Psychological distress may be the reason people on lower incomes are more likely to become obese. A new study has found emotional eating to cope with stress may play a huge role in the rise in obesity rates.
The study was conducted by the University of Liverpool and Edith Cowan University (ECU). Researchers wanted to investigate the link between lower socioeconomic status (SES) and obesity. For the study, the team had close to 150 participants from North West England complete questionnaires to measure their levels of resilience, psychological distress and emotional eating. The participants also shared data on their education level and income to determine their socioeconomic status. The team also made notes on each participants' height, weight and body mass index (BMI).
The results showed lower SES was linked with higher psychological distress, and higher distress linked with higher emotional eating, which made the BMI higher. However, psychological distress was not the only factor that contributed to the link between SES and BMI.
"Our findings suggest that experiencing psychological distress associated with living in lower socio-economic circumstances is associated with emotional eating to cope which in turn is associated with obesity," lead author of the study Dr Charlotte Hardman told a news portal. Adding, "The reason for socioeconomic disparities in obesity levels is often attributed to the greater availability of low cost, calorie dense foods in more deprived areas relative to more affluent neighbourhoods."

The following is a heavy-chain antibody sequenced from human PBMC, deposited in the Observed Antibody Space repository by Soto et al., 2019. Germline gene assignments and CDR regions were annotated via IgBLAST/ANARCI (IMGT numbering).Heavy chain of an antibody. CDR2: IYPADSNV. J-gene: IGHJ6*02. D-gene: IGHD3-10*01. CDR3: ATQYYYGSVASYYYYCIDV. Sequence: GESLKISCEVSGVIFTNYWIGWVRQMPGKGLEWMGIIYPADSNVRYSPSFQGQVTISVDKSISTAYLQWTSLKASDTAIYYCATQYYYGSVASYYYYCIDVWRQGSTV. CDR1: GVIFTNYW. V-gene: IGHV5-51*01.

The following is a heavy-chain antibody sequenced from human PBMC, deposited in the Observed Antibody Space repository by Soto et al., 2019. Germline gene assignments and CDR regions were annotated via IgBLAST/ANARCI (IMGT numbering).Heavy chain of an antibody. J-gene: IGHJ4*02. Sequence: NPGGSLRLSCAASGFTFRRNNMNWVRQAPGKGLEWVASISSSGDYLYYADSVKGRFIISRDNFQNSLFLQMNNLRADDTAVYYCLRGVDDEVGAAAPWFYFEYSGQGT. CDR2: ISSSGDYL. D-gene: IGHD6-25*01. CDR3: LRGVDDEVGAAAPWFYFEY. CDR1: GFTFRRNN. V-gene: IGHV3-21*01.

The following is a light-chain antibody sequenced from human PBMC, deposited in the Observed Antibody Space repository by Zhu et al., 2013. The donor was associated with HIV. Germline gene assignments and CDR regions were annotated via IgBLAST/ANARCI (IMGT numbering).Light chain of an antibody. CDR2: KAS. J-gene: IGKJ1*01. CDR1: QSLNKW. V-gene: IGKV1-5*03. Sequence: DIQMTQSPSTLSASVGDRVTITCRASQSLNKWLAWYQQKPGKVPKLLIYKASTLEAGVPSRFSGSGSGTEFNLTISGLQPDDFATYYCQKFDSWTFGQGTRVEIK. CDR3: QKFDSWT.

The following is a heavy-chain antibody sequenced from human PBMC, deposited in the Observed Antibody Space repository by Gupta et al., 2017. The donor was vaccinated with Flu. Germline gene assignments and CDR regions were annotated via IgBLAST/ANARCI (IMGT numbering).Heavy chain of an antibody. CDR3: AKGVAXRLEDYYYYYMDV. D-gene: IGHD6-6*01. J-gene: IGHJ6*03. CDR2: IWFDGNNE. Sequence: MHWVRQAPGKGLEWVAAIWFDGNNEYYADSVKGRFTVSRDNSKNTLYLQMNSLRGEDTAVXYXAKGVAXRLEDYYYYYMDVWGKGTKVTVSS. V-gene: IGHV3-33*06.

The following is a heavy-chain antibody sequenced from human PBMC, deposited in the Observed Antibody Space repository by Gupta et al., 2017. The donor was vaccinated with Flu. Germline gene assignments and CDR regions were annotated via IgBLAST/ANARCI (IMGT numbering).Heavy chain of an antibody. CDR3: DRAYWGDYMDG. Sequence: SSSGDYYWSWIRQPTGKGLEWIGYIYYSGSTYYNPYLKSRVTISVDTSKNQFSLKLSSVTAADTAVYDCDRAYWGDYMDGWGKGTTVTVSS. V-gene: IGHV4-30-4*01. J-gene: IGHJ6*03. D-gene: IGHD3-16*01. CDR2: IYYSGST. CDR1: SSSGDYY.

Dr Hardman noted: "However, there is limited evidence for an association between local food environments and obesity, indicating psychological and emotional factors may also play a role."
Researchers believe how people cope with stress is the reason for this association. "This finding suggests that it is not distress per se, but people's coping strategies for dealing with distress that may be critical in explaining the link between socioeconomic disadvantage and body weight."
The study also found higher SES was also linked to emotional eating. "It is, therefore, possible that participants with higher SES may be eating in response to other emotions not directly related to coping with distress, for example, boredom," Dr Joanne Dickson from ECU told a news portal. Adding, "Almost 2 in 3 Australian adults were recorded as being overweight or having obesity in 2014-15, and in England 61 per cent of adults were recorded as being overweight or having obesity in 2016. The high prevalence of obesity in many countries worldwide is a major concern, and the development of effective intervention and preventive approaches is at the forefront of national health agendas."
Dr Dickson says the study's findings give more insight into obesity issues, as well as gives rise to more question. "This study indicates an important role for psychological and emotional factors in eating behaviour and body weight regulation, particularly for those of lower SES, " he told a news portal. Adding, "Further, it is less clear what factors explain the emotional eating for those of higher SES."
The study's findings were published in the journal Obesity.